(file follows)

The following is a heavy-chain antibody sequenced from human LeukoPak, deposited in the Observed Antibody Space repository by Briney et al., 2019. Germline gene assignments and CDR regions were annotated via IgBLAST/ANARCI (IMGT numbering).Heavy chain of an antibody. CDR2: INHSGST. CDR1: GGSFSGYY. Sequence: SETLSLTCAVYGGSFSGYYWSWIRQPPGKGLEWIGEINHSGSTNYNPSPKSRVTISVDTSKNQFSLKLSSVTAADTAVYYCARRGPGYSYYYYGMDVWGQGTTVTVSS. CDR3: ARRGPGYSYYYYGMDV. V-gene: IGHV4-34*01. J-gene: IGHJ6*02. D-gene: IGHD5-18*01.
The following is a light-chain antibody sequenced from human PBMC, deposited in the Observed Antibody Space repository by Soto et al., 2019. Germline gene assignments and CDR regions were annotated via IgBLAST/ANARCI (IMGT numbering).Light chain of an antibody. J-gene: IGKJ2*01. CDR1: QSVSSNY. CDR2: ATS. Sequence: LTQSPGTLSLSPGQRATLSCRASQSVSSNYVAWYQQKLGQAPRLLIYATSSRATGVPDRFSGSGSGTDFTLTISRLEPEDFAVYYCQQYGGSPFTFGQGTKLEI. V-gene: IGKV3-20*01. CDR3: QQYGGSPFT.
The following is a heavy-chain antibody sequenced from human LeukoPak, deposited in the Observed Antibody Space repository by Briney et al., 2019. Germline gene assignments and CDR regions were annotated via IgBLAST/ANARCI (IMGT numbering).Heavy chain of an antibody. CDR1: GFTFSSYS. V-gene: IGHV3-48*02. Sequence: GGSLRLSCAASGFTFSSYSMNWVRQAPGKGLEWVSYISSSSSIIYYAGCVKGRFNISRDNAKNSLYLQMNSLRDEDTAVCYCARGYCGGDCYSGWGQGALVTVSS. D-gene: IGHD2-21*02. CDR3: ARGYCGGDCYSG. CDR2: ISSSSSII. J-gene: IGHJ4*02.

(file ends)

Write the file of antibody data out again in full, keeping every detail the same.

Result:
The following is a heavy-chain antibody sequenced from human LeukoPak, deposited in the Observed Antibody Space repository by Briney et al., 2019. Germline gene assignments and CDR regions were annotated via IgBLAST/ANARCI (IMGT numbering).Heavy chain of an antibody. CDR2: INHSGST. CDR1: GGSFSGYY. Sequence: SETLSLTCAVYGGSFSGYYWSWIRQPPGKGLEWIGEINHSGSTNYNPSPKSRVTISVDTSKNQFSLKLSSVTAADTAVYYCARRGPGYSYYYYGMDVWGQGTTVTVSS. CDR3: ARRGPGYSYYYYGMDV. V-gene: IGHV4-34*01. J-gene: IGHJ6*02. D-gene: IGHD5-18*01.
The following is a light-chain antibody sequenced from human PBMC, deposited in the Observed Antibody Space repository by Soto et al., 2019. Germline gene assignments and CDR regions were annotated via IgBLAST/ANARCI (IMGT numbering).Light chain of an antibody. J-gene: IGKJ2*01. CDR1: QSVSSNY. CDR2: ATS. Sequence: LTQSPGTLSLSPGQRATLSCRASQSVSSNYVAWYQQKLGQAPRLLIYATSSRATGVPDRFSGSGSGTDFTLTISRLEPEDFAVYYCQQYGGSPFTFGQGTKLEI. V-gene: IGKV3-20*01. CDR3: QQYGGSPFT.
The following is a heavy-chain antibody sequenced from human LeukoPak, deposited in the Observed Antibody Space repository by Briney et al., 2019. Germline gene assignments and CDR regions were annotated via IgBLAST/ANARCI (IMGT numbering).Heavy chain of an antibody. CDR1: GFTFSSYS. V-gene: IGHV3-48*02. Sequence: GGSLRLSCAASGFTFSSYSMNWVRQAPGKGLEWVSYISSSSSIIYYAGCVKGRFNISRDNAKNSLYLQMNSLRDEDTAVCYCARGYCGGDCYSGWGQGALVTVSS. D-gene: IGHD2-21*02. CDR3: ARGYCGGDCYSG. CDR2: ISSSSSII. J-gene: IGHJ4*02.